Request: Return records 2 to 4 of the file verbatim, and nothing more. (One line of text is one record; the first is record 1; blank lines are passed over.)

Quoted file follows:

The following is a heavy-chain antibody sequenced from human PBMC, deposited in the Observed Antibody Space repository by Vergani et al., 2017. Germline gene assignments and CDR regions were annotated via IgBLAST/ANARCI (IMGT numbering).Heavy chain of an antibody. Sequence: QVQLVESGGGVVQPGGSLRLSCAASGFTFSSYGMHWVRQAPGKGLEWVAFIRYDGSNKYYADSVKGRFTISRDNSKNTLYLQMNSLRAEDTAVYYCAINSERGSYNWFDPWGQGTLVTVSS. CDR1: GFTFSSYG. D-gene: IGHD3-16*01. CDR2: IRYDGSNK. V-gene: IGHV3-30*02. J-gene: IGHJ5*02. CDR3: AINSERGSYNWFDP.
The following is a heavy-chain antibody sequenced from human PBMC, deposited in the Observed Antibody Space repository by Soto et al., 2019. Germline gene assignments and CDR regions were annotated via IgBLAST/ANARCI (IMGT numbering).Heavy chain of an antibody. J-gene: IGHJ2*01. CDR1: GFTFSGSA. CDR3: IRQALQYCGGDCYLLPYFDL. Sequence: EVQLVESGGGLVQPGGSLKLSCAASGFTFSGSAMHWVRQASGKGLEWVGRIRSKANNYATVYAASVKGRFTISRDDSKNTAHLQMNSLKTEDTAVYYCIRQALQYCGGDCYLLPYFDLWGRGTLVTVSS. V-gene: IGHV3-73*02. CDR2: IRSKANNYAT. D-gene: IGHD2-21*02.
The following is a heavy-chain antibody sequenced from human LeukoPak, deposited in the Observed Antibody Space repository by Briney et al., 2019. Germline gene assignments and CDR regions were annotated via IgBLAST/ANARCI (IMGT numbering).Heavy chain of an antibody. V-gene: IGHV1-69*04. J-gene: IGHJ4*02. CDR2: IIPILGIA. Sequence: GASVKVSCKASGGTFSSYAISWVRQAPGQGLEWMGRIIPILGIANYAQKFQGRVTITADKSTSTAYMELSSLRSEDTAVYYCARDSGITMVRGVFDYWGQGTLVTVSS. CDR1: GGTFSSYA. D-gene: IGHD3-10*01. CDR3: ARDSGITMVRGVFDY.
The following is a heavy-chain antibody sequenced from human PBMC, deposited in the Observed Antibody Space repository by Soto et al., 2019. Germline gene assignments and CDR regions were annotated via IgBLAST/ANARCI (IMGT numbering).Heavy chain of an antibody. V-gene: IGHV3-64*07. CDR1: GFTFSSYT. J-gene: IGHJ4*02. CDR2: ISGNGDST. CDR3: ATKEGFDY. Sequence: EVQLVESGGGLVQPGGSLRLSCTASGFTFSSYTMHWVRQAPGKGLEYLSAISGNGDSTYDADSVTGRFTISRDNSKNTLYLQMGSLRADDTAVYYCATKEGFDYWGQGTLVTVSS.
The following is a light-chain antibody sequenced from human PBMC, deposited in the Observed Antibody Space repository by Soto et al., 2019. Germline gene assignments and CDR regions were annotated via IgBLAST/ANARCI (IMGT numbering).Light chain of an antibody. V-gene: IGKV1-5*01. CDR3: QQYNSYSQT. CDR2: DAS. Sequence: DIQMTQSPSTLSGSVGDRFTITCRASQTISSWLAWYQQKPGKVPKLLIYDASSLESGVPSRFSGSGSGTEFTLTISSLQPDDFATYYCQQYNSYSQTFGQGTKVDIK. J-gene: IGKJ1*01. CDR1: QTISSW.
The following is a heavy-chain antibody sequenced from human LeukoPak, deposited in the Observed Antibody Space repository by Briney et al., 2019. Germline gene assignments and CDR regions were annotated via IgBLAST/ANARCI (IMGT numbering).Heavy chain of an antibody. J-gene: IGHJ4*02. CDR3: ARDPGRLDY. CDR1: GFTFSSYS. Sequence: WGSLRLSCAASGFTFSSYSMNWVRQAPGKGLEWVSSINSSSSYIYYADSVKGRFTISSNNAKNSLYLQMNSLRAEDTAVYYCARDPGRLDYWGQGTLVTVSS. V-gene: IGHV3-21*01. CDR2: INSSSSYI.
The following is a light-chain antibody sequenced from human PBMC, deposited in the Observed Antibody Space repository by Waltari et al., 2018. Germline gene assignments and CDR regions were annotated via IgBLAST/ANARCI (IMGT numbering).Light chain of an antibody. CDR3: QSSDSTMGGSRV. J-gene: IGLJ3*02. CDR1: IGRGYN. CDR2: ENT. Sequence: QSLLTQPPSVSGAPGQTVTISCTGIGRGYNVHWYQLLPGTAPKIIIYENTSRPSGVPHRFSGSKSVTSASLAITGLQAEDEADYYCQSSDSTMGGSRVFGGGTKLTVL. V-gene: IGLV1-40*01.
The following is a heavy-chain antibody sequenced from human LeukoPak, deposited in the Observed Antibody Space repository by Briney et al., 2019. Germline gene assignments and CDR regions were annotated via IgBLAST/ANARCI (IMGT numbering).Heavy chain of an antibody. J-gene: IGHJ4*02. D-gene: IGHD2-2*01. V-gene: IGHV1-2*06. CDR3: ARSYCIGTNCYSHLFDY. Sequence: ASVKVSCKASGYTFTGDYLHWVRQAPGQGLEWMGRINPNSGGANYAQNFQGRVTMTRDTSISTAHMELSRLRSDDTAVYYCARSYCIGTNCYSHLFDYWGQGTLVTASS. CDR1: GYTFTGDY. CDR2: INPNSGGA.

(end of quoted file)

The following is a heavy-chain antibody sequenced from human PBMC, deposited in the Observed Antibody Space repository by Soto et al., 2019. Germline gene assignments and CDR regions were annotated via IgBLAST/ANARCI (IMGT numbering).Heavy chain of an antibody. J-gene: IGHJ2*01. CDR1: GFTFSGSA. CDR3: IRQALQYCGGDCYLLPYFDL. Sequence: EVQLVESGGGLVQPGGSLKLSCAASGFTFSGSAMHWVRQASGKGLEWVGRIRSKANNYATVYAASVKGRFTISRDDSKNTAHLQMNSLKTEDTAVYYCIRQALQYCGGDCYLLPYFDLWGRGTLVTVSS. V-gene: IGHV3-73*02. CDR2: IRSKANNYAT. D-gene: IGHD2-21*02.
The following is a heavy-chain antibody sequenced from human LeukoPak, deposited in the Observed Antibody Space repository by Briney et al., 2019. Germline gene assignments and CDR regions were annotated via IgBLAST/ANARCI (IMGT numbering).Heavy chain of an antibody. V-gene: IGHV1-69*04. J-gene: IGHJ4*02. CDR2: IIPILGIA. Sequence: GASVKVSCKASGGTFSSYAISWVRQAPGQGLEWMGRIIPILGIANYAQKFQGRVTITADKSTSTAYMELSSLRSEDTAVYYCARDSGITMVRGVFDYWGQGTLVTVSS. CDR1: GGTFSSYA. D-gene: IGHD3-10*01. CDR3: ARDSGITMVRGVFDY.
The following is a heavy-chain antibody sequenced from human PBMC, deposited in the Observed Antibody Space repository by Soto et al., 2019. Germline gene assignments and CDR regions were annotated via IgBLAST/ANARCI (IMGT numbering).Heavy chain of an antibody. V-gene: IGHV3-64*07. CDR1: GFTFSSYT. J-gene: IGHJ4*02. CDR2: ISGNGDST. CDR3: ATKEGFDY. Sequence: EVQLVESGGGLVQPGGSLRLSCTASGFTFSSYTMHWVRQAPGKGLEYLSAISGNGDSTYDADSVTGRFTISRDNSKNTLYLQMGSLRADDTAVYYCATKEGFDYWGQGTLVTVSS.